LIAB Text 21
Sylvia and Ossomer were warlords, and dull ones. Jack listened for a while, as they clambered over one another to "discuss" the tactical situation. They seemed more eager to offer ideas which would please the woman at the center of their universe than to seek out something which might work.
Unwilling to compete for a share of the fruitless conversation, his let his mind drift.
Jack's mind was its own favorite plaything. He had long enjoyed riddles, puzzles, complicated conundrums. In the Court of Faq, he would listen as the King's circle erected some complex philosophical structure, like a pyramid of crystal stemware. Then, as they stood admiring their work, he would speak a few sentences or pose a question. Suddenly their rhetorical construct stood upside down, balanced on one glass, as it were.
The rush to be the first to kick out the glass was always amusing.
The greatest challenge for his puzzle-minded mind had been piecing itself back together. He wasn't completely certain he'd solved that one. Could he ever be?
Ah, well. So be it. A convincing veil of sanity was all that most people could manage, anyway.
But his second greatest mental challenge had been working with the good Lord Hamster. For dozens of turns, he and the warlord had met in the Situation Room and gambled with the lives of imaginary millions. They had gamed scenarios from the fundamental to the ludicrous. They had fought epic engagements between unit types that didn't even exist.
"What if dwagons could tunnel?" his Lord would posit. "What if ships could travel on land?" And soon, Jack would be projecting a model battle in which dirt-burrowing dwagons clawed like sea serpents at the hulls of great wheeled galleons on grassy plains. Or a simple scenario would play out predictably, and Lord Parson would say, "Okay, now let's give all two thousand of those infantry the ability to cast like Archons, and see what happens." Marvelous. Marvelous.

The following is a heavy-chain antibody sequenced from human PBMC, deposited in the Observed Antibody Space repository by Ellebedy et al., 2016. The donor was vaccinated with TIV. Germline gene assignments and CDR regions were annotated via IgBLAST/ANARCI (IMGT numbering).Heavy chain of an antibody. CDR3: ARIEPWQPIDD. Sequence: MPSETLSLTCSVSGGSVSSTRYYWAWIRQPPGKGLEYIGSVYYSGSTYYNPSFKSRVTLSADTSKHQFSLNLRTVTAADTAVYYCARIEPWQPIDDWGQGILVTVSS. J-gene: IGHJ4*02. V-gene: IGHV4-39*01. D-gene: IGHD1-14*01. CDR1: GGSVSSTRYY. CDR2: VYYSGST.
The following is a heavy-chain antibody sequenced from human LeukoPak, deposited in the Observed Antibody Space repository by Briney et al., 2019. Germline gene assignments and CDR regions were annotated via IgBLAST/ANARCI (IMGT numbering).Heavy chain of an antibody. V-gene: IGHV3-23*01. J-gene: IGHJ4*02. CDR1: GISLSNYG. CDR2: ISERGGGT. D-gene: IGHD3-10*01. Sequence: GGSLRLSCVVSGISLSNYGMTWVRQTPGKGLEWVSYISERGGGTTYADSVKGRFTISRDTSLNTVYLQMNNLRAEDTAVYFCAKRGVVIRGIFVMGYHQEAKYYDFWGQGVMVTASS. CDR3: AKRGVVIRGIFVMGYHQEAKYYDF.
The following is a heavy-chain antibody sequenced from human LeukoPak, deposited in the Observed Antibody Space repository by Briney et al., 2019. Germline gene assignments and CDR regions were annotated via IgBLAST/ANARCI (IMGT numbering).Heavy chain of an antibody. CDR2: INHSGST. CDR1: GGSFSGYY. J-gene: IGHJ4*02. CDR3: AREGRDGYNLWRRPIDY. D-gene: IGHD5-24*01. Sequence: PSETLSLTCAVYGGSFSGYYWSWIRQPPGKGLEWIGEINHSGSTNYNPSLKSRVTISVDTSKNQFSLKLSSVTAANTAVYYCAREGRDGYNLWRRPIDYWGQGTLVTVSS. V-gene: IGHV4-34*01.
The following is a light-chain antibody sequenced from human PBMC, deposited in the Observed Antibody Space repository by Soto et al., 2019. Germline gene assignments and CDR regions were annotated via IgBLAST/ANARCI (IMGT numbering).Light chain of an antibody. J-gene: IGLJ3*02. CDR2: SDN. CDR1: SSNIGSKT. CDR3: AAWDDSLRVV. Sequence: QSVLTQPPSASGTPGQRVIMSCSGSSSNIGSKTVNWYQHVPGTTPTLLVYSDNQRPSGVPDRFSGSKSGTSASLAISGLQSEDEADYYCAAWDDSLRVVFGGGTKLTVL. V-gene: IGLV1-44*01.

So now here he sat, in the middle of just such an unusual tactical situation. He could hear Lord Parson's voice describing it. "You have a massive force of heavy flyers, knights, warlords, archons and casters in the airspace of a Level 5 capital. But it's the enemy's turn, and they have more than enough archers, casters and tower defenses to shoot you down. Can you figure out a way to get out of it alive?"
Jack glanced around. Habitually, he sought out the lines and dots of the scenery, the little hooks that other minds used to build their idea of the world around them. But perhaps that was not how he ought to be looking at things right now. Tactics. Remember...
The great swarm of dwagons kept together, holding formation over the outer walls, well away from the garrison and its tower.
Distance would not save them. The tower could strike any unit in the city's airspace. Within the airspace, they could only choose to deploy their stacks over the outer walls or the garrison. This cost no move, but its only effect was to determine which archers could hit them. And on whose heads their corpses would fall, Jack supposed. But of course, Decrypted leave no corpses. Hm.
"What is keeping them from attacking now," Ossomer said gravely, "is nothing more than procedure. My father would probably like to open fire, but he will wait for his Chief Warlord and all of his casters to return. They will likely offer ceremonial surrender terms. This will be a historic victory for Jetstone. The King sees few battles personally, and he will want to make the most of it before his Court."
A single involuntary chuckle escaped from Jack, and the others stared at him.
"The Titans did bless the Royals with many gifts," he said, "but around their ankles tied a stone called 'vanity.' If the King kept anything noteworthy beneath his crown, he would have blasted you by now." He pointed his cane at the Lady Firebaugh, who raised an eyebrow at him. "You are, by your own admission, the enemy's highest value target. What little juice I have remaining ought to be going to veil you, Croakamancer."
Lady Firebaugh sat straighter in the saddle, staring at him in a way she often used to make others shrink away. But he held her gaze. The chasm behind her eyes did not intimidate him. Could she look as long into the abyss of his own?
"No," said the Croakamancer, glancing away. "It wouldn't work. And if it did, it would not help. They have enough to shoot everything down, veiled or not. They have some flying mounts and warlords—"
"It is not quite as imbalanced as it appears," said Jack. "Consider. All of these dwagons are alive, as are most of the riders, as am I. We can take a great deal of damage before we are croaked. Defenses will be used, arrows will be used, juice will be spent on us. And then..."
He leaned forward and tapped the Arkenpliers with his cane, affronting the Decrypted and annoying Wanda. "...must be spent again. Provided you are alive. And quick enough to catch us as we fall."